To make matters worse, face recognition tech can do a horrible job in identifying non-white suspects, putting non-Caucasians at higher risk for “false positives,” e.g., being arrested for a crime they did not commit because of a bad match. …
Amazon also sells a face recognition service, Rekognition. Rekognition has been excoriated for providing inadequate, incorrect, or non-existent training and documentation to clients, which inevitably leads to misuse. In a Washington Post article on Rekognition, the police department that helped develop it, the Washington County Sherriff’s Office in Oregon, stated it never had a complaint from defendants or defense attorneys on the use of face recognition software. But detective Robert Rookhuÿzen also said: “Just like any of our investigative techniques, we don’t tell people how we catch them. We want them to keep guessing.”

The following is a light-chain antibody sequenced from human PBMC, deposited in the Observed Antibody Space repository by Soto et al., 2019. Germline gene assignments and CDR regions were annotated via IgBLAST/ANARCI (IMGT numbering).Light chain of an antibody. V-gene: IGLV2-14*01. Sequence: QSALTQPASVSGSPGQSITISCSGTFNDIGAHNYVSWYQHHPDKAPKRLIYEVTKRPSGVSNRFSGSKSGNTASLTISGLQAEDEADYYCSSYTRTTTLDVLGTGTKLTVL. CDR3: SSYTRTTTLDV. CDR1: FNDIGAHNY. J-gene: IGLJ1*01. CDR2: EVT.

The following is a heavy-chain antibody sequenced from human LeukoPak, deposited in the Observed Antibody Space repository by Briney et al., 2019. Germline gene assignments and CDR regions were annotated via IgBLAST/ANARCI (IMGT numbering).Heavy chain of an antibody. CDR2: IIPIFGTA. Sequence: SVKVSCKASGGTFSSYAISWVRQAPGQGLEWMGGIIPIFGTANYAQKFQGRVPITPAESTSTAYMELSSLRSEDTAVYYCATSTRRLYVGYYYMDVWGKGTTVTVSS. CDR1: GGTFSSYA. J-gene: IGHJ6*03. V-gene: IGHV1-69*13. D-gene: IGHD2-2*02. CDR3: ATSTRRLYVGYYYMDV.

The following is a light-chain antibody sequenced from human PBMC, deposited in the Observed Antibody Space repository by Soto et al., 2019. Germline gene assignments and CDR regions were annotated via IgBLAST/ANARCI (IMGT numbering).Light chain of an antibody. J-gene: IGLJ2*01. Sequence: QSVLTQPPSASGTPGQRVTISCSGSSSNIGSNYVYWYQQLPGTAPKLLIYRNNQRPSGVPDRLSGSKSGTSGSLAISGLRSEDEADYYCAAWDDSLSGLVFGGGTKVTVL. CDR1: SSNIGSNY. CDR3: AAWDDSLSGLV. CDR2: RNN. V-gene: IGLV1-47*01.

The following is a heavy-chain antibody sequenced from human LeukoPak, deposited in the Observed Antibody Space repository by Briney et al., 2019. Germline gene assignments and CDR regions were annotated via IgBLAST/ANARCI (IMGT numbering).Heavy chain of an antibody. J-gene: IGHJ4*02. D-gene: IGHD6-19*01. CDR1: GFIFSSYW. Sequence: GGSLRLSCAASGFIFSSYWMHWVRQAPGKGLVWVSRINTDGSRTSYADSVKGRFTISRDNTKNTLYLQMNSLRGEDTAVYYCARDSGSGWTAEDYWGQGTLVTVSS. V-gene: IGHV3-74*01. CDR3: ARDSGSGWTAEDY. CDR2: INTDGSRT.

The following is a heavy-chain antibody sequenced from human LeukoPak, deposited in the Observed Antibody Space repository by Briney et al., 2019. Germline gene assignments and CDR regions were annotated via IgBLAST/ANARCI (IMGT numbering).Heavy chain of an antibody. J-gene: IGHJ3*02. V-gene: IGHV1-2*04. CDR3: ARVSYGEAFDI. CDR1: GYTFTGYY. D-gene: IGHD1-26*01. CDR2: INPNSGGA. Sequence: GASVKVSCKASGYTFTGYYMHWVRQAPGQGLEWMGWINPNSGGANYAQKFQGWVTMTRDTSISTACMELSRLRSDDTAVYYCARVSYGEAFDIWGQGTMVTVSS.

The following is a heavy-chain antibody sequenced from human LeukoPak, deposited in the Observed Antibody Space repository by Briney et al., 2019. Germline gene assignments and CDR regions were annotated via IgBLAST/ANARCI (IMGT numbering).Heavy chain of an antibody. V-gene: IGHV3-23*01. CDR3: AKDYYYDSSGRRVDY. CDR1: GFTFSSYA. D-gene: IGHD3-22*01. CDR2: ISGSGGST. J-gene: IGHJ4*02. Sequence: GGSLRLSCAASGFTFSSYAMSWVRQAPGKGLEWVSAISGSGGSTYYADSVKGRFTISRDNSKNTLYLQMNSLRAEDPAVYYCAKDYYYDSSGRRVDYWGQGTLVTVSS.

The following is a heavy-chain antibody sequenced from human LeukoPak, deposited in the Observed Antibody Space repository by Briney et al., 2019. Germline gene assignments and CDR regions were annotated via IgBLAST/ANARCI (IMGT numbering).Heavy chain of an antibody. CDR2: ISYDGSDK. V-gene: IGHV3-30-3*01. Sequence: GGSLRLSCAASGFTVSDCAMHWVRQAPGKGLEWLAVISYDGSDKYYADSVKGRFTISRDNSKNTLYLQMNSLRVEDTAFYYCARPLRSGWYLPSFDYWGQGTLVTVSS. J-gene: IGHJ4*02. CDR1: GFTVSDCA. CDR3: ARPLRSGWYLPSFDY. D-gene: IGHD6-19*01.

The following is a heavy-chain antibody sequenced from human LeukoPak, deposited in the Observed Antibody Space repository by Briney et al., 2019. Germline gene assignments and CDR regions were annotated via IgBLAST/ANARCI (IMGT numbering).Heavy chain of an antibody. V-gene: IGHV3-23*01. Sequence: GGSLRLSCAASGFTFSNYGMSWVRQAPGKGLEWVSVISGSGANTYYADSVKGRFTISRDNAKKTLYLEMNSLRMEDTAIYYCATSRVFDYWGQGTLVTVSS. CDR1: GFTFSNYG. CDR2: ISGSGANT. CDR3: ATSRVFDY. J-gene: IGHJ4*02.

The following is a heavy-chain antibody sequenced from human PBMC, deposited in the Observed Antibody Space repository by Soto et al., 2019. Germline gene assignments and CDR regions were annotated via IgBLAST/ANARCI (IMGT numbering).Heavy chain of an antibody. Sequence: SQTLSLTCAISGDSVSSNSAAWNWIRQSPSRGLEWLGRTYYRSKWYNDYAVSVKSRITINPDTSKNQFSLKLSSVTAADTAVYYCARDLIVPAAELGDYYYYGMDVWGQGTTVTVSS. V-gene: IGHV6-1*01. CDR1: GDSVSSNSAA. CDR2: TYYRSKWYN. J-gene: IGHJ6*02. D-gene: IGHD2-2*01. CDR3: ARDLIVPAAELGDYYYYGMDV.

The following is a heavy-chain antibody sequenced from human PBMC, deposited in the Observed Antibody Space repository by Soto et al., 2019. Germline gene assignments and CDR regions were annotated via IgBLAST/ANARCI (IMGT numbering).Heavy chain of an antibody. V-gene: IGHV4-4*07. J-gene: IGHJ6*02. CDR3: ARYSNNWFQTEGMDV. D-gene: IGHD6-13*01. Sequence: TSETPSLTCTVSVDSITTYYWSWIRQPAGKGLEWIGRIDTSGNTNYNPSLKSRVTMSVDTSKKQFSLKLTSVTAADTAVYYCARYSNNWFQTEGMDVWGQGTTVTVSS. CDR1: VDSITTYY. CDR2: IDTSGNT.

Isn’t that obstruction of justice? US police are required to share their evidence with defense attorneys, particularly exculpatory evidence, e.g., a search for a criminal suspect generated multiple matches in the face recognition software. As Georgetown’s Garvie pointed out, refusing to share those matches is a breach of the 14th Amendment.
Clearview AI and Rekognition are but two of dozens of developers of face recognition technology in the US. While much of it has been improving, it is still a mixed bag. Some versions of it can achieve a 99 percent match rate under ideal conditions. Under less-than-ideal conditions, that number can fall to 50 percent. And the rate of accurate matches from composite sketches is unbelievably low, with as few as 20 percent valid matches.
None of these shortfalls are highlighted to the public, defendants, and quite frequently, even the police using the face recognition systems. Instead, cops are told by vendors like Amazon that it works like magic. …